The Right Way

There’s a right way and there’s a wrong way to do just about anything, some say, but in fact there’s always a zillion variations on right and probably about as many on wrong. Hardly ever — except maybe in mathematics — is there a single option in either case. The result is what counts.

That said, I’ve long maintained that the U.S. Environmental Protection Agency — followed by Ottawa — has been just plain wrong in its approach to heavy-duty diesel emissions.

Sure, the result has been clean diesels, but our part of the North American industrial economy has spent untold billions of dollars to get there. We’ve done a remarkable job, and in most cases today’s motor exhausts air that’s cleaner than the stuff it sucked in to get the fire going. But the extraordinary expense and the extreme disruption were not, in my unhumble opinion, worth it because we could have achieved the same result by other, less draconian means.

I think that a legislated campaign to limit idling, and even the promotion of route-optimization software, would have gone a long way in reducing fuel consumption and thus the amount of harmful emissions. Combine those two with further gains in aerodynamics from truck and trailer manufacturers and especially with fuel-efficiency improvements from engine makers and I wouldn’t be surprised if we ended up with a collective net emissions tally not far off where we are now.

As it is, we’ve lost serious ground on the fuel-economy front, having wasted at least 5 percent, maybe 10 percent or even more in some cases, on the various emissions-control strategies that the engine folks have had to employ since 2002. The untold billions of dollars spent on emissions since then, money that will never be recovered by the added cost of $10,000 or so per engine, could have been more profitably spent on combustion efficiency and the like. We’ve done that anyway, but every gain there has been more than offset by the emissions penalty.

But I’ll even allow that the EPA could also have established emissions standards. They could likely have been less rigorous and achieved the same result, I think, in combination with the other means I’ve described. And the whole thing could have been accomplished without the pre-buy phenomenon if some imagination and a broad view had been applied to the task.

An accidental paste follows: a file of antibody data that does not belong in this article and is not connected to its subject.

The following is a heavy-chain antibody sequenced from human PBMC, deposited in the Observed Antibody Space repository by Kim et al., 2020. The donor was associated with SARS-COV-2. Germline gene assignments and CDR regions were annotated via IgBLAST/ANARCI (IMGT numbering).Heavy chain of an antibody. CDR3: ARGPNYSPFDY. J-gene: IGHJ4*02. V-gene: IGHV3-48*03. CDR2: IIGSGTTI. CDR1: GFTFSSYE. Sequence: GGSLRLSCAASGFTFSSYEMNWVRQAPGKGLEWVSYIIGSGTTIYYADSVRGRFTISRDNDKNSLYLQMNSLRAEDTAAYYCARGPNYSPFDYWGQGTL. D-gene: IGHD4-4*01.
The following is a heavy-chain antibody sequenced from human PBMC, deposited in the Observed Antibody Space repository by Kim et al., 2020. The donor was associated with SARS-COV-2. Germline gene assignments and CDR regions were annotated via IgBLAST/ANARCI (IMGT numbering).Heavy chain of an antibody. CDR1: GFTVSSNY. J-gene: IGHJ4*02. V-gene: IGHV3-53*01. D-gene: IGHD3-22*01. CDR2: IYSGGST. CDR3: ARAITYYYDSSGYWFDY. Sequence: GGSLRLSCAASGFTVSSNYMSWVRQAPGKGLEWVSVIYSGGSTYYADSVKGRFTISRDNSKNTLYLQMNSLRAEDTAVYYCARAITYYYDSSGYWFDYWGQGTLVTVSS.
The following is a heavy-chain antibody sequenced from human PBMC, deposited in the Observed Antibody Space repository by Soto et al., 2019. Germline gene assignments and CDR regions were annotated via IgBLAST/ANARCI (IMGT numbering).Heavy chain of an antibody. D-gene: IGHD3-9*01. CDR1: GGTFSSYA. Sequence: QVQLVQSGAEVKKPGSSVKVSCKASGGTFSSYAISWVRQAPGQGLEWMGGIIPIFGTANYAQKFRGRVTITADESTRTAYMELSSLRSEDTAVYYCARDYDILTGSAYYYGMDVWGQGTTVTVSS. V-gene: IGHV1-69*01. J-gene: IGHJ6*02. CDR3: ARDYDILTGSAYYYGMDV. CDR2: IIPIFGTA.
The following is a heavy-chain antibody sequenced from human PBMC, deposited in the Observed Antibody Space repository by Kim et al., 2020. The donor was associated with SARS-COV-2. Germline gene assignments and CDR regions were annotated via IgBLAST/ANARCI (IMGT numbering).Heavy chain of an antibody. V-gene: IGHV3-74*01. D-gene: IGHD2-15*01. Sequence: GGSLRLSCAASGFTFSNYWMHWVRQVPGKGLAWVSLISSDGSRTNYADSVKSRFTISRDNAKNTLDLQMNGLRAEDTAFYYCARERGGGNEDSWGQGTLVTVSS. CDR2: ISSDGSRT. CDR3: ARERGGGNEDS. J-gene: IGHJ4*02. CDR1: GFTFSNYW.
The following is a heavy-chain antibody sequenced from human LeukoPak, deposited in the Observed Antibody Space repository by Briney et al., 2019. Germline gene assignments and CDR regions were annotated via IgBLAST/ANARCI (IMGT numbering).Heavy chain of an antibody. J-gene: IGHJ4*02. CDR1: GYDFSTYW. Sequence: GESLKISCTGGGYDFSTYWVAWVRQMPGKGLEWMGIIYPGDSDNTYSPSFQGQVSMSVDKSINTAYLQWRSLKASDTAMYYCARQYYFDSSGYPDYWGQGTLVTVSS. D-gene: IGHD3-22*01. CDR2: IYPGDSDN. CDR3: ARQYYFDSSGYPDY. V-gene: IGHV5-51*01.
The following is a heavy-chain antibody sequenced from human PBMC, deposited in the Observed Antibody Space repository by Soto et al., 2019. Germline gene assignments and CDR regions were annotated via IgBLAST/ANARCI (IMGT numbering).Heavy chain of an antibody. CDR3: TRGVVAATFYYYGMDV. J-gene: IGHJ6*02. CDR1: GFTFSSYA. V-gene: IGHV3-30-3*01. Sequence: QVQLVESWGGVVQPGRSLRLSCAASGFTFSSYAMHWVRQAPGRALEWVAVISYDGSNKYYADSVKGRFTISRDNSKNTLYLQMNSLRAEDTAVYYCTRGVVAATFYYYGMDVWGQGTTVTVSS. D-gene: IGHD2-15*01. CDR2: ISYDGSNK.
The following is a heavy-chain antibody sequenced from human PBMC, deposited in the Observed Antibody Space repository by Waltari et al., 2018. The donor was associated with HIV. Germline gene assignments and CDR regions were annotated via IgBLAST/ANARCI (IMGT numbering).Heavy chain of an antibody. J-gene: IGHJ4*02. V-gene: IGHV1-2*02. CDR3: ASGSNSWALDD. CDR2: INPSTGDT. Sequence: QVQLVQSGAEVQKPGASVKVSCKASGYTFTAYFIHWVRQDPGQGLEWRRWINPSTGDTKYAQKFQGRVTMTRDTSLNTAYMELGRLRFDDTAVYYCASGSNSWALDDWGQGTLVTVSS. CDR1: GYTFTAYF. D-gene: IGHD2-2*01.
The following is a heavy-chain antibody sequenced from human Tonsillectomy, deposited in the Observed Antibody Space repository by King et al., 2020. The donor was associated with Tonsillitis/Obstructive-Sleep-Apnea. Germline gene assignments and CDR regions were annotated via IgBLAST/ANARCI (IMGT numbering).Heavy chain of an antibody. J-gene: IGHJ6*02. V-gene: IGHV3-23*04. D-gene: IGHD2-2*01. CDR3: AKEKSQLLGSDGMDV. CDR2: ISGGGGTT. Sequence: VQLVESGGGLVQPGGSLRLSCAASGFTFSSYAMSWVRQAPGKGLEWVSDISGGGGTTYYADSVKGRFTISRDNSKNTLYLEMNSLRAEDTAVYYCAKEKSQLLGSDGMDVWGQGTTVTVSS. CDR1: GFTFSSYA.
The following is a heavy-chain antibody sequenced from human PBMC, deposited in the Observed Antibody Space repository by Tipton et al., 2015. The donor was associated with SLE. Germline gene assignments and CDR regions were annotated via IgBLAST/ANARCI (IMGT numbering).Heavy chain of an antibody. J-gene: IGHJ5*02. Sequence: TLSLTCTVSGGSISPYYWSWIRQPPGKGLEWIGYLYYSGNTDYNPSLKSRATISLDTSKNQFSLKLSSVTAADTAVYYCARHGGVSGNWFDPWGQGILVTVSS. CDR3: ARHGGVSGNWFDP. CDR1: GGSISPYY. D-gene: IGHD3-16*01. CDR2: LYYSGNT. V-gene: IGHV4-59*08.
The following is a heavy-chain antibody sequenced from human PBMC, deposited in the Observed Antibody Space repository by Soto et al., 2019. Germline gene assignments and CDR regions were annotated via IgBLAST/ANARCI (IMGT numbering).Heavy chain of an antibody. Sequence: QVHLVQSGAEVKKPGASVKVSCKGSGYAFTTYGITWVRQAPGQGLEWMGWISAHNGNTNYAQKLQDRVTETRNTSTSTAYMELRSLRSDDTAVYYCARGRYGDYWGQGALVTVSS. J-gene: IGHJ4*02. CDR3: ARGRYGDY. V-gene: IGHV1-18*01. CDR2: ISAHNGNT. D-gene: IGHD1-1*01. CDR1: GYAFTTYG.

What we have yet to see, and what could still make a huge difference, is a system of incentives and disincentives to encourage adoption — instead of avoidance — of the latest clean engines. I write this after having spent quite a lot of time lately in Europe, talking about engines and emissions with three different manufacturers.

Truck makers there can’t keep up with the demand, partly because of Russia’s exploding economy. But also because of the European approach to new emissions legislation.

Rather than creating ugly pre-buy situations, incentives — national, not Europe-wide — have made it attractive for fleets to comply with both the current standard and even the next one. Euro 4 rules, for instance, came into effect in 2005, but truck buyers have been able to buy Euro 5 vehicles since last year even though the standard doesn’t apply until October 2008 (it’s roughly equivalent to EPA ’07). Euro 6 may be very similar to EPA 2010, but it’s not yet formed and won’t come before October 2012.

Nonetheless, engine makers say they’ll have Euro 6 engines on the street ASAP.

In some countries the incentives are very real, and the disincentives severe. In Austria, for instance, there’s a night-driving ban on trucks that don’t meet the Euro 5 standard. In London, trucks face a fee of about $500 — per day! — to enter the city if they aren’t up to at least the Euro 4 standard and employ a diesel particulate filter.

Germany has offered a significant per-kilometer road-toll discount — two Euro cents per kilometer — since 2005 for trucks employing Euro 4 or Euro 5 technology. In England there’s a $1000 discount on annual registration fees for Euro 5 trucks, and it continues for the life of the truck, not just for the first owner.

Not surprisingly, given that the upcharge for Euro 5 over Euro 4 is only about $2200 net, most big fleets are going with the newest technology. And by ‘most’, I mean almost all — at DAF, anyway, 95 percent of new truck sales are for Euro 5 machines.

There’s a political side to this too. Fleets over there like to be seen going ‘green’, I’m told, and that’s not to mention better resale value enjoyed by trucks built to the latest spec.

Could it be any more different than the situation we have here? Not much. Is it better? Yep.

Rolf Lockwood is editor emeritus of Today's Trucking and a regular contributor to

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